These data demonstrate the neuroprotective and anti-inflammatory effect of inhibition of VLA-1 in a model of reversible middle cerebral artery occlusion in the mouse. The pathology of this model is clinically representative of the human condition of stroke and other CNS ischemic injuries such as TBI and SCI, and the present data suggest that inhibitors of VLA-1 may be of significant benefit in the treatment of these and other ischemia related disorders.

A number of embodiments of the invention have been described. Nevertheless, it will be understood that various modifications may be made without departing from the spirit and scope of the invention. Accordingly, other embodiments are within the scope of the following claims.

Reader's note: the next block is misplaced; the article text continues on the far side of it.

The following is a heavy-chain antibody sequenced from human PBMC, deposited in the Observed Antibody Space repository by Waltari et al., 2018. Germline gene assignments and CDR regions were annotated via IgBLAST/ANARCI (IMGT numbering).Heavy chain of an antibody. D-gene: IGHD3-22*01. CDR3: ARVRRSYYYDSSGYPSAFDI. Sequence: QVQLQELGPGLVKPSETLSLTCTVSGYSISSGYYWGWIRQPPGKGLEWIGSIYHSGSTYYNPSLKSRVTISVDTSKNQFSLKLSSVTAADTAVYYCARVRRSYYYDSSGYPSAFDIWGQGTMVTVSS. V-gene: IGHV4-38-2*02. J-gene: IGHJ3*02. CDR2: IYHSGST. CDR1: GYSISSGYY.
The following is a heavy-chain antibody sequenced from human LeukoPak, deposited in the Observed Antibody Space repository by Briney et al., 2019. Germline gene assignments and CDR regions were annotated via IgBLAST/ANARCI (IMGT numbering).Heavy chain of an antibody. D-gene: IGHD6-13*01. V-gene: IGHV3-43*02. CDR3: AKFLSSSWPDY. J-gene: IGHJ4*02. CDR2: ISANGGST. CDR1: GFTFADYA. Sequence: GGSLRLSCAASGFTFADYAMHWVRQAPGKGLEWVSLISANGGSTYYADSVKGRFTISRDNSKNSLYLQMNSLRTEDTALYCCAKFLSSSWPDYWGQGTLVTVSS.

Referenced by
Citing PatentFiling datePublication dateApplicantTitle
US8084031Nov 11, 2008Dec 27, 2011Biogen Idec Ma Inc.Method for the treatment of inflammatory disorders
US8557240Nov 15, 2011Oct 15, 2013Biogen Idec Ma Inc.Method for the treatment of inflammatory disorders
Classifications
U.S. Classification424/133.1, 424/130.1
International ClassificationA61K39/395, A61P9/10
Cooperative ClassificationA61K38/49, A61K2039/505, G01N33/6896, C07K16/2842, A61K31/00, A61K38/193, G01N2800/2871
European ClassificationA61K31/00, A61K38/19B, A61K38/49, C07K16/28B10, G01N33/68V2